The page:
A new study by insurance giant Aviva confirms that the number of shedworkers will rise over the next year as Covid-related changes to working from home begin to take hold.

The survey reveals that one in 10 of the 1,400 people questioned already work from a garden office, converted shed, garage or summerhouse and that this proportion will rise to 13%. Currently, it indicates that only around a third of people at the moment have a dedicated home office but that this figure will also rise, by around 10% since only one in five said they found working from home more stressful than 'normal' working routines (nearly half found it less stressful, pointing to the lack of commute, family-friendly nature of homeworking, and easier clothes decisions as key areas).

Aviva spokesman Gareth Hemming says in the report: "Flexible working and home-working practices have been around for some time, but they have really come into their own in the last year. While home-working is not the choice of every individual, we are likely to see more flexibility as a basic benchmark for the future, with many people working remotely, at least some of the time."

Elsewhere, the report also shows that around two thirds of people are keen to make career changes as a result of Covid, with 10% hoping to work from home, putting it top of the wishlist, especially among the under-25 age group.

Image courtesy Cabin Master  

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Thursday posts are sponsored by Cabin Master: garden offices and studios to fit any size garden. Top quality contemporary or traditional buildings.

Wednesday, April 14, 2021

Don't move, improve!: lunchtime garden office talk

This looks to be a fascinating (and free) digital lunchtime talk next Thursday (22 April, 1pm - 1.45pm). 'Don't Move, Improve! Working from Home' is part of the New London Architecture's design week programme and will focus on how homes can best be redesigned for the increased amount of working from home everybody is planning.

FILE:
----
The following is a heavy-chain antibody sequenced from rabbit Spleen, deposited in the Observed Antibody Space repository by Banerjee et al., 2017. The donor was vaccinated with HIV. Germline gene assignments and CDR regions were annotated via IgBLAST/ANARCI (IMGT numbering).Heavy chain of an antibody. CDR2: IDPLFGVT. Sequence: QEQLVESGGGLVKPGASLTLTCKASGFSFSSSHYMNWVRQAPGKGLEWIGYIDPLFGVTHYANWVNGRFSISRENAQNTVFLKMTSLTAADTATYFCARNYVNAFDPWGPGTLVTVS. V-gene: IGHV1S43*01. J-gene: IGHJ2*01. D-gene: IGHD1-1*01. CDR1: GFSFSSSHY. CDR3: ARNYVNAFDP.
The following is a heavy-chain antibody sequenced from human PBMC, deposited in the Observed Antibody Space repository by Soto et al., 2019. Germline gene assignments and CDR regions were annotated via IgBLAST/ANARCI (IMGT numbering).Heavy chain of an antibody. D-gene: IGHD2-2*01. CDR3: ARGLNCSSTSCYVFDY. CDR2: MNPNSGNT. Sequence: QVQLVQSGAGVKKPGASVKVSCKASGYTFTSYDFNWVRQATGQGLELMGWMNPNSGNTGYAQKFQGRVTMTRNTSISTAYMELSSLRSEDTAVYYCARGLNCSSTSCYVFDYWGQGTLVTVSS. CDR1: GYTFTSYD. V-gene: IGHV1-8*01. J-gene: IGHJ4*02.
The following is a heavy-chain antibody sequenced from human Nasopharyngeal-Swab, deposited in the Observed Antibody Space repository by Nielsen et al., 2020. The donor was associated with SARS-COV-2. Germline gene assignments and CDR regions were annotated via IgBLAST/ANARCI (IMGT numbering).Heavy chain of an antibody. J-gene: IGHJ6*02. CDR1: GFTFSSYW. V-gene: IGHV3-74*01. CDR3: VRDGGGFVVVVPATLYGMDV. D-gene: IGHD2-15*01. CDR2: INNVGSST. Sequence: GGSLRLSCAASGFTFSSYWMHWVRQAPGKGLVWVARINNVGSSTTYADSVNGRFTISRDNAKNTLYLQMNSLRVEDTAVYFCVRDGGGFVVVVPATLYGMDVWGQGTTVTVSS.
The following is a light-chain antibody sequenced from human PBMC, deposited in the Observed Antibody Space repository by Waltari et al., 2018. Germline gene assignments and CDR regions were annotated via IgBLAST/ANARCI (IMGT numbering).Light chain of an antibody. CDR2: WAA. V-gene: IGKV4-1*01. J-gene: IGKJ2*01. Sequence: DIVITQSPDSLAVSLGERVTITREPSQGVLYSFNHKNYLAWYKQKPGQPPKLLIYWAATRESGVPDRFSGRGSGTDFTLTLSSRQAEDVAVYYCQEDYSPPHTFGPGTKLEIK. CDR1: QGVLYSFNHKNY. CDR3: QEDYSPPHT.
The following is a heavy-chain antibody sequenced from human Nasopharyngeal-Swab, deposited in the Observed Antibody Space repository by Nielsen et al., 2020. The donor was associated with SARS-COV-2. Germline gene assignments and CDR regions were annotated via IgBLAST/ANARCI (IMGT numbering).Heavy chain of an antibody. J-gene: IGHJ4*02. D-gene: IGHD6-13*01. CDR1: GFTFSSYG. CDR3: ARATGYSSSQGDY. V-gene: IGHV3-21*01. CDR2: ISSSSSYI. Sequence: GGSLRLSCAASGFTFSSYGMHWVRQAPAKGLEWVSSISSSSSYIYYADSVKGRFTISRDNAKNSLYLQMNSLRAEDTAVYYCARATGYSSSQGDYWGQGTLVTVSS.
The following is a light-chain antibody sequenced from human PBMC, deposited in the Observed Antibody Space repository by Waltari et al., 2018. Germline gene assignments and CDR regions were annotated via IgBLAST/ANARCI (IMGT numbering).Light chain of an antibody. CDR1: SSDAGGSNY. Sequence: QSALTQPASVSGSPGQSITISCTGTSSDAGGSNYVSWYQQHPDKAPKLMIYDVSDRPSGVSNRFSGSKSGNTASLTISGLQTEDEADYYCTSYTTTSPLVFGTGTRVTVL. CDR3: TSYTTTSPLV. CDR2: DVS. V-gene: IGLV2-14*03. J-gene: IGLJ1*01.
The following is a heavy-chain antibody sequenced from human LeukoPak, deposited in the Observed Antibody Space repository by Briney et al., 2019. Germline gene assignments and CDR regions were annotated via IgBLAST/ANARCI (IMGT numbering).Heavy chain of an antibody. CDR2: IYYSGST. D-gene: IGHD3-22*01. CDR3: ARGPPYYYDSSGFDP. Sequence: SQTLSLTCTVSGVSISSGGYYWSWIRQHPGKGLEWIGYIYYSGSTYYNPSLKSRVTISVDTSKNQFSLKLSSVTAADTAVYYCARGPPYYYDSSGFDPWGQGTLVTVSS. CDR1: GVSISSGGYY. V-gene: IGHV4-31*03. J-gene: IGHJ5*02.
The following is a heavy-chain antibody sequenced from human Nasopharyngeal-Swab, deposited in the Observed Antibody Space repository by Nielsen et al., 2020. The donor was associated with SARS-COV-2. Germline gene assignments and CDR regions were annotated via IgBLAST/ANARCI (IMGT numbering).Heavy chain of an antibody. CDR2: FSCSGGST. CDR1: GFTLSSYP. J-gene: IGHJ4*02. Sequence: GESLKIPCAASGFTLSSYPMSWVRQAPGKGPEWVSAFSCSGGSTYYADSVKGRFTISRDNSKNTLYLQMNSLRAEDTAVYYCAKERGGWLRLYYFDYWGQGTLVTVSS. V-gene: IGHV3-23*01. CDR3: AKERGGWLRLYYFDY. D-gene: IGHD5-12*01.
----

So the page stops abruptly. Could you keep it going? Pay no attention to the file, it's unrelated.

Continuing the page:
Among the short presentations are Hayley Robson, creative director of design studio Day True on making multi-functional spaces, Timothy Robinson from Sonn Studio on designing for small spaces (including their marvellous Terazzo Studio which is pictured above), and Hanna Zminkowska and Richard De Boise from Zminkowska De Boise Architects (whose 'Claire and Tom's' garden office we'll feature next week) on 'Considering all your options'. There'll also be a panel discussion and Q&A at 1.30pm.

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Wednesday’s posts are sponsored by Norwegian Log Buildings  - Log cabins and garden buildings for a better quality of life. Click here for more details


Tuesday, April 13, 2021

Warwick Buildings new virtual tour

Although garden office suppliers are now starting to reopen their show sites as lockdown gradually eases off, it's still always nice to have the option to have a nose around the possibilities from your home. Warwick Buildings has just produced an excellent new virtual tour, with various ways of exploring and links to more details of models of interest. It's easy to use and really quite engaging - you can also see it via this link.

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  Tuesday posts are sponsored by Garden Spaces, suppliers of                    contemporary garden buildings, offices, gyms and studios, many of     which do not require planning

 

Monday, April 12, 2021

The New Mindful Home: garden office wellbeing

 


As we emerge into spring and out of lockdown, this could be a good time for you to assess how you decorate your (new?) garden office. The New Mindful Home by stylist and writer Joanna Thornhill is, as the title suggests, aimed at improving your emotional wellbeing by creating a home that calms and supports you. However, it's also a useful (and not too massive) guide to creating all kinds of supportive room layouts, with plenty of excellent colour illustrations and a useful resources section to track down the things you like the look of.